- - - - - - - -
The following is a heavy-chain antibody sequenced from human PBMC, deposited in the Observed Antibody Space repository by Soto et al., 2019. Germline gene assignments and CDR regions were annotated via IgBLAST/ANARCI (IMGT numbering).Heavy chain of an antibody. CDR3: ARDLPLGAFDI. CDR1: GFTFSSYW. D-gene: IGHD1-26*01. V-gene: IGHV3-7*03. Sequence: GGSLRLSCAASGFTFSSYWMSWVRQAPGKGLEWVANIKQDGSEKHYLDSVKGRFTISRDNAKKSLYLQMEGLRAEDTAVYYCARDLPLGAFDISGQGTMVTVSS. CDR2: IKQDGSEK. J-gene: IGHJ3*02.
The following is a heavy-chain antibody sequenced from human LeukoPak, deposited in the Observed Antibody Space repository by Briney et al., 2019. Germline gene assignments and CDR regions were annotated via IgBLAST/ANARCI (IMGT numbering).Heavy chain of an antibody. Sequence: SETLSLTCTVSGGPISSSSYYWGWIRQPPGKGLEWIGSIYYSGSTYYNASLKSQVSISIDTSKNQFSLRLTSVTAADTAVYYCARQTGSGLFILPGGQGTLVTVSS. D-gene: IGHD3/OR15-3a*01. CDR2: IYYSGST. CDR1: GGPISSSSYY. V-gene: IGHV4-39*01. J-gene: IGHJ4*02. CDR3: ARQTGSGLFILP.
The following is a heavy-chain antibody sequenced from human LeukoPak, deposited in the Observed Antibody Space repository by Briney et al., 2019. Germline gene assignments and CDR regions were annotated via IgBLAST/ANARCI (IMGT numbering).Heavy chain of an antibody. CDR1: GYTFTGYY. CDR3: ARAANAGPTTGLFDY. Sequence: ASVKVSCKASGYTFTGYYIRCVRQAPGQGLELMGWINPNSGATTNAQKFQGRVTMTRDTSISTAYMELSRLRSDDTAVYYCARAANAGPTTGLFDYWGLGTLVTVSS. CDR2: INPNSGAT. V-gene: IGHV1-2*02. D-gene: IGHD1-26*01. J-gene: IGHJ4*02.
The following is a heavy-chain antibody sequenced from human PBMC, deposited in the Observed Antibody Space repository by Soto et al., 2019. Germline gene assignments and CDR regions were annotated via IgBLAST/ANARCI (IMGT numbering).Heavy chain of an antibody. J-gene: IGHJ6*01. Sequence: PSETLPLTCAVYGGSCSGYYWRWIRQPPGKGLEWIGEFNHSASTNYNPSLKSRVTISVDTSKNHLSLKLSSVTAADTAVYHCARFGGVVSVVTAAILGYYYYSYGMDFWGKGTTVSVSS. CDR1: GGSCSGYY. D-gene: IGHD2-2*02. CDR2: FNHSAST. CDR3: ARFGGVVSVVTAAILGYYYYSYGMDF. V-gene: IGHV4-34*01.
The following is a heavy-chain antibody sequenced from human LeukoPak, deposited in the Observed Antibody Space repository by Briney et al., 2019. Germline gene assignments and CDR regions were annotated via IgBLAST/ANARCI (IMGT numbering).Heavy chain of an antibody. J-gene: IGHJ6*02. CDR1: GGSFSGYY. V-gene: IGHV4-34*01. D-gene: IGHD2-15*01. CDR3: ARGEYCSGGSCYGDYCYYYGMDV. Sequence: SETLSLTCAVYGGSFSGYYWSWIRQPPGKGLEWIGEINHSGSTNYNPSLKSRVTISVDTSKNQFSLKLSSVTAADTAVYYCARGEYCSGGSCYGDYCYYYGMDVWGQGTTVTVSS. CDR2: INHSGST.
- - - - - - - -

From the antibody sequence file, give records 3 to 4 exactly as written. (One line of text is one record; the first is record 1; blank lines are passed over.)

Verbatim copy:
The following is a heavy-chain antibody sequenced from human LeukoPak, deposited in the Observed Antibody Space repository by Briney et al., 2019. Germline gene assignments and CDR regions were annotated via IgBLAST/ANARCI (IMGT numbering).Heavy chain of an antibody. CDR1: GYTFTGYY. CDR3: ARAANAGPTTGLFDY. Sequence: ASVKVSCKASGYTFTGYYIRCVRQAPGQGLELMGWINPNSGATTNAQKFQGRVTMTRDTSISTAYMELSRLRSDDTAVYYCARAANAGPTTGLFDYWGLGTLVTVSS. CDR2: INPNSGAT. V-gene: IGHV1-2*02. D-gene: IGHD1-26*01. J-gene: IGHJ4*02.
The following is a heavy-chain antibody sequenced from human PBMC, deposited in the Observed Antibody Space repository by Soto et al., 2019. Germline gene assignments and CDR regions were annotated via IgBLAST/ANARCI (IMGT numbering).Heavy chain of an antibody. J-gene: IGHJ6*01. Sequence: PSETLPLTCAVYGGSCSGYYWRWIRQPPGKGLEWIGEFNHSASTNYNPSLKSRVTISVDTSKNHLSLKLSSVTAADTAVYHCARFGGVVSVVTAAILGYYYYSYGMDFWGKGTTVSVSS. CDR1: GGSCSGYY. D-gene: IGHD2-2*02. CDR2: FNHSAST. CDR3: ARFGGVVSVVTAAILGYYYYSYGMDF. V-gene: IGHV4-34*01.